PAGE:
Donázar, J.A., Cortés-Avizanda, A., Ceballos, O., Arrondo, E., Grande, J.M., Serrano, D. 2020. Epizootics and sanitary regulations drive long-term changes in fledgling body condition of a threatened vulture. Ecological Indicators, vol. 113. https://doi.org/10.1016/j.ecolind.2020.106188
Abstract: Epizootics and deliberate changes in policies affecting the environment
may affect large groups of species and the functioning of entire
ecosystems. Although these effects often overlap in time, their
simultaneous effect is rarely examined despite their importance as
causes of current biodiversity loss. Here, based on the monitoring of an
Egyptian vulture (Neophron percnopterus) population over
thirty-three years (1986–2018), we increase our knowledge about the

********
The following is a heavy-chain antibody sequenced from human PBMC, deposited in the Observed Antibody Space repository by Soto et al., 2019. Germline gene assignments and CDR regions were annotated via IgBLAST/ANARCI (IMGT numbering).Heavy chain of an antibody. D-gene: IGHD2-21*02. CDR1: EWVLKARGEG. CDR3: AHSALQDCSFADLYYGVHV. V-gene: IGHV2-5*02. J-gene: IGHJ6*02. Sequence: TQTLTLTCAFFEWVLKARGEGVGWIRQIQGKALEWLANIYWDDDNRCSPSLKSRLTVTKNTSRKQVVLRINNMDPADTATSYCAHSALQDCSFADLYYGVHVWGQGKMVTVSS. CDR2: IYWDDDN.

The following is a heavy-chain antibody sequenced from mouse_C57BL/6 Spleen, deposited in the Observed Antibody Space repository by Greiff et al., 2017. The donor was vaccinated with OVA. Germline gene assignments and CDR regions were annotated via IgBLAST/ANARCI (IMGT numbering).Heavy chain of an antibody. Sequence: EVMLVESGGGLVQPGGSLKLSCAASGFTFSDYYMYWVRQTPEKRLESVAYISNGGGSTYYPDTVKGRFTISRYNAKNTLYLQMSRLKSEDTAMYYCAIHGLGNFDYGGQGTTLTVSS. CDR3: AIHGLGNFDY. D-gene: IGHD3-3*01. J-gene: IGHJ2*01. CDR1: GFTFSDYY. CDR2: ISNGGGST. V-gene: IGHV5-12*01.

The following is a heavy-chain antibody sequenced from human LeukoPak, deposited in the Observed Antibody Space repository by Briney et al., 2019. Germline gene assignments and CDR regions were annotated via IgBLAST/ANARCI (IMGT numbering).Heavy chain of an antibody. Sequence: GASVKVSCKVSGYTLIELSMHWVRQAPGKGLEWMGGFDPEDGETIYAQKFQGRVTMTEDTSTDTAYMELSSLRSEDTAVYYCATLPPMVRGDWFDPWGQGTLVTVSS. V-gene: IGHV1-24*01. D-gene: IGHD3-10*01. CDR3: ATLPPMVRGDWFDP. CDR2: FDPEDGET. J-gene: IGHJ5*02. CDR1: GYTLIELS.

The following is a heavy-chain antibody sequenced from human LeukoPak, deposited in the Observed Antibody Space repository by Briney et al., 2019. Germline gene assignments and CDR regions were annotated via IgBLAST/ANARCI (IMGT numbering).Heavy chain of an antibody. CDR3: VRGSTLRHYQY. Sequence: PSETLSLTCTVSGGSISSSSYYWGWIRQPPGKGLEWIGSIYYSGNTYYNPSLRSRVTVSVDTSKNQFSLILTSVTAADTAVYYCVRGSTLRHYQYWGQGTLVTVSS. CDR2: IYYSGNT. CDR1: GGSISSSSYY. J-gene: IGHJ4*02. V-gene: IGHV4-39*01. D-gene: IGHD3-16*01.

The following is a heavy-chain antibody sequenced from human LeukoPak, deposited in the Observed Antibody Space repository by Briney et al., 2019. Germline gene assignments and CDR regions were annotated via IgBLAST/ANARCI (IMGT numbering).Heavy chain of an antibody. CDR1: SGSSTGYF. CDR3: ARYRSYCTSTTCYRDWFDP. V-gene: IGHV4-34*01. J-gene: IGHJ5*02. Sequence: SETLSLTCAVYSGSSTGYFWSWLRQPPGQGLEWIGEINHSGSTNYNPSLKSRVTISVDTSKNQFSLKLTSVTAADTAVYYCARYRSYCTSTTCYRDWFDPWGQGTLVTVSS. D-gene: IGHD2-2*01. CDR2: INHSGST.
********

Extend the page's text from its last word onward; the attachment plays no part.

effects of anthropogenic-induced changes in food availability, both
direct (sanitary policies limiting livestock carcass disposal) and
indirect (a wild rabbit epizootic), on brood size and body condition of
fledglings at nests. We compared the body mass of fledglings of broods
with one chick (Single) and two chicks (within which we distinguished First and Second-hatched). The mass of Second-hatched
chicks decreased after the plummet in rabbit populations (in the year
1990) and the regulations limiting carcass disposal (2005), reaching
minimum values during the period with lowest food availability (i.e.
2005–2013). Recent sanitary legislation allowing carcass disposal by
farmers coincides with a slight recovery in the observed body masses.
Overall, this study shows that environmental changes of disparate origin
can have synergistic effects on individual condition. Conservation of
endangered vultures will require multi-targeted conservation plans aimed
at ensuring nutritional requirements, in addition to detailed long-term
monitoring, in order to detect obscure/masked drivers that affect body
condition of fledglings.
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